I have not read many of Ruth Rendell’s probing mysteries, but this one sounded irresistible. It has made great summer reading!
Set in the northern London suburb—or outer urban area—of Kenilworth, Tigerlily’s Orchidss (272 pages, Scribner, $26) first and foremost offers a staggering social commentary on the place and the people living there. The story centers on a block of flats—an apartment building in American parlance—where there are six apartments and six very strange stories. In addition to the six sets of tenants, there is a couple in a care-taking flat below the ground floor, and there are folks living in a couple of buildings across the street, two of which are single family homes. At the corner is a shop run by a Pakistani, and not too far away, there is a Tesco, the parent company of our “Fresh and Easy.”
Rendell may be writing a murder mystery, but no one is murdered until two-thirds of the way through. That results in a funny version of who-done-it: that question now shifts to who will be the murder victim.
There are several characters among which to choose. The drunk Olwen, the divorcee living in one of the top flats, wanders on unsteady feet back and forth to Mr. Ali’s shop whenever her supply of gin or vodka—she hardly cares which—runs out, in hopes of being allowed, finally, to drink herself to death.
The caretaker’s wife has an eagle eye and she loves gossip, with the result that none of Olwen’s bottles are lost on her. But she might look closer to home: her pasty and overweight husband spends his time gazing at child pornography when he isn’t leering at schoolchildren from a nearby graveyard.
There are also three young university girls—Naar, Sophie, and Molly—who are doing anything but their schoolwork, at least as far as we can tell. They have trouble understanding anything about their seniors around the building, but that doesn’t stop them getting deeply involved in their affairs.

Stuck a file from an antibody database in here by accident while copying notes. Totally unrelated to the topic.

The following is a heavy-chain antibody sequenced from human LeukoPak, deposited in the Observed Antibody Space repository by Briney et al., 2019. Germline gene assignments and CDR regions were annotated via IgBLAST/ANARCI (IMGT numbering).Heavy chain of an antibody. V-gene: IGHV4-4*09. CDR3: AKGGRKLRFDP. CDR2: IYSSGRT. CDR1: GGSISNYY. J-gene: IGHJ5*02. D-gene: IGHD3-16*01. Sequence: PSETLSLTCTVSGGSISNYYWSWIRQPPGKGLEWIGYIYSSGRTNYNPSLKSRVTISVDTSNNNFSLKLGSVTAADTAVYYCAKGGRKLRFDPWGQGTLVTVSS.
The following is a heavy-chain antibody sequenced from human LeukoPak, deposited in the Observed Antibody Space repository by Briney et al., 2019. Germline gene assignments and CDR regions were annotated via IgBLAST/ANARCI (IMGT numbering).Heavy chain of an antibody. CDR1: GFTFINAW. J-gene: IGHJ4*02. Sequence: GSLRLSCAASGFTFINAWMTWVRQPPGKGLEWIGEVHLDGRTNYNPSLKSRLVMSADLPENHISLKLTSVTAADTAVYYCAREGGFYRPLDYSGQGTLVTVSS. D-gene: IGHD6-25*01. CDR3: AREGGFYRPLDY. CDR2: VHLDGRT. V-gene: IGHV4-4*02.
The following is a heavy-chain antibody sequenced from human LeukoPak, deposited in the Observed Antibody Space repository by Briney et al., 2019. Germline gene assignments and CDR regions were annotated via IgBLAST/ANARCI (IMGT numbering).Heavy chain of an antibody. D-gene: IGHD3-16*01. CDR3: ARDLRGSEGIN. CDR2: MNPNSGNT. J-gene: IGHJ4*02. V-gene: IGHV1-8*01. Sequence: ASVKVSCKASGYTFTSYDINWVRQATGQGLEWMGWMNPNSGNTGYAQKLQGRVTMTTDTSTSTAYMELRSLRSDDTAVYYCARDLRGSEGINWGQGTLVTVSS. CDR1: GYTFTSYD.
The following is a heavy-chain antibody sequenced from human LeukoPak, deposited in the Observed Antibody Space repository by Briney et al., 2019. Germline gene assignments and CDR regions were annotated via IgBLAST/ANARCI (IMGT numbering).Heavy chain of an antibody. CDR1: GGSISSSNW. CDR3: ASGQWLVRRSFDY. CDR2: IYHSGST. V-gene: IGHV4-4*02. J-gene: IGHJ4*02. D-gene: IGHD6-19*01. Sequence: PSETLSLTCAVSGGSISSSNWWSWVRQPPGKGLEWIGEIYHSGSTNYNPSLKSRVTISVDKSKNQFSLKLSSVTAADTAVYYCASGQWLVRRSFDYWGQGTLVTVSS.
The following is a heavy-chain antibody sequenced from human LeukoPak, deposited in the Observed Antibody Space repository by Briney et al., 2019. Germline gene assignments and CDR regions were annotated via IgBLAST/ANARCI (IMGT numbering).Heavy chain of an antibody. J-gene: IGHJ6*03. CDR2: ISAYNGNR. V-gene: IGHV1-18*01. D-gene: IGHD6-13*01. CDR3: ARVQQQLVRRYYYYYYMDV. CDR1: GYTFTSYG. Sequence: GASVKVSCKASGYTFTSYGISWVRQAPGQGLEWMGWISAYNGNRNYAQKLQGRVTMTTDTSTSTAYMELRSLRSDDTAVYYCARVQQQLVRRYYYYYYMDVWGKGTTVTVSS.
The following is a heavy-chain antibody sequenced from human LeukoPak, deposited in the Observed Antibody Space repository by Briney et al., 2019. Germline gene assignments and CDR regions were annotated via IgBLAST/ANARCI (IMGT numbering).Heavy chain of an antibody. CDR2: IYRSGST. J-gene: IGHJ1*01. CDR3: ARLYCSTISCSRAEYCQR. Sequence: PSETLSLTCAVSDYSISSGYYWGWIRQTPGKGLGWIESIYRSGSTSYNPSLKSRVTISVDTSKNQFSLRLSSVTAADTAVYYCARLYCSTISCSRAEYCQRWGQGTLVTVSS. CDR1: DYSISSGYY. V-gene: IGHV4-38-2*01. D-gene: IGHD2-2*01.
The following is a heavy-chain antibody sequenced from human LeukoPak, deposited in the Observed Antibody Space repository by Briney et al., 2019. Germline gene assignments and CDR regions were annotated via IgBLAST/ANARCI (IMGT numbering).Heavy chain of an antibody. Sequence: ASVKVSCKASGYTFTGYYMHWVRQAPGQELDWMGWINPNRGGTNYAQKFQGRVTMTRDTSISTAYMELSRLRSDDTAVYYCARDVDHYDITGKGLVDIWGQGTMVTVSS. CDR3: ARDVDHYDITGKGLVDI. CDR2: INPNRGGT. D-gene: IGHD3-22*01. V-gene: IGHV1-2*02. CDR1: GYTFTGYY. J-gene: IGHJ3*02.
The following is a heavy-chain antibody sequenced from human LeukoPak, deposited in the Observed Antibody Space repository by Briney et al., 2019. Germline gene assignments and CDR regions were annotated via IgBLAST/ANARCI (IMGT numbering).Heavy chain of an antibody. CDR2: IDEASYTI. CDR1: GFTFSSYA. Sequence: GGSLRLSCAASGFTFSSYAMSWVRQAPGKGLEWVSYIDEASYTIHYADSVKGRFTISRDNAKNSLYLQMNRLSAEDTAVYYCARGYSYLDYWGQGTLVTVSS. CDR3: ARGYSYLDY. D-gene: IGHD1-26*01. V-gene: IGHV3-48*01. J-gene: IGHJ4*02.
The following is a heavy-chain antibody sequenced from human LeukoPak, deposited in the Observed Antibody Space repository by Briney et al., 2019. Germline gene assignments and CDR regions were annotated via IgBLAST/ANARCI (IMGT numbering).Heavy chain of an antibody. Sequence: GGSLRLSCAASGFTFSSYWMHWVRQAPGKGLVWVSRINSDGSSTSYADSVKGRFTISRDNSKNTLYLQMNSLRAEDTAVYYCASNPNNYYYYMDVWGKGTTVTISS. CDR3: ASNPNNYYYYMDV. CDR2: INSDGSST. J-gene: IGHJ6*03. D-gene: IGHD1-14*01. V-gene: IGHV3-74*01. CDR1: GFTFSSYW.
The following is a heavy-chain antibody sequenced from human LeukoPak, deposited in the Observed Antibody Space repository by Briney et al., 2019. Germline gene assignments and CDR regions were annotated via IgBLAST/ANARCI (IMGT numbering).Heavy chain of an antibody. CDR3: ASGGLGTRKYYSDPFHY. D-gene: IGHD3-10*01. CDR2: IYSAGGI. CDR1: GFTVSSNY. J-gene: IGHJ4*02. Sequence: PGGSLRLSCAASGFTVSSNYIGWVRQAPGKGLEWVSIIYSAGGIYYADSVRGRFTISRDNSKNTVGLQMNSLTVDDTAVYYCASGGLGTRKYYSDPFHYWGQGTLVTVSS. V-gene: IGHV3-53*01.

Across the street, the middle-aged widower Duncan watches all this activity avidly, but he never really understands what he sees. Still he can take pleasure in the warmth of his house—all three floors of it—which his powerful central heating and superb insulation have made toasty all through the winter.
Next to Duncan there is a mysterious house of strangers. No one knows the family of Asians who lives there, and no one, Duncan especially, understands their relation to one another or what they are doing there. Duncan posits a complicated set of relations, but he singles out the gorgeous younger girl as Tigerlily. He thinks it suits her eastern inscrutability.
Stuart Font, the dashing young buck who lives in Flat #1, is also taken with the young Asian. He is having an affair with the seductive Claudia, a married woman, who seems to take the lead on their meetings and insists on his attachment to her. As that affair becomes more complicated, Stuart would like to extricate himself. He is slightly put off by Claudia, and he has lost interest in her once he encountered Tigerlily in a local shop. And besides, Claudia’s thuggish lawyer husband has gotten wind of her affair with Stuart, and he wants to teach them both a lesson.
Phew! There are even more characters then this, and Rendell interweaves their lives in astonishing ways. In a sense, it hardly matters who is killed because the social commentary is so rich and wonderful.
But of course it does matter, and this side of things is handled as impeccably as you might expect from someone of Ruth Rendell’s stunning record.
Tigerlily's Orchids is available at Powell's, Vroman's and Amazon.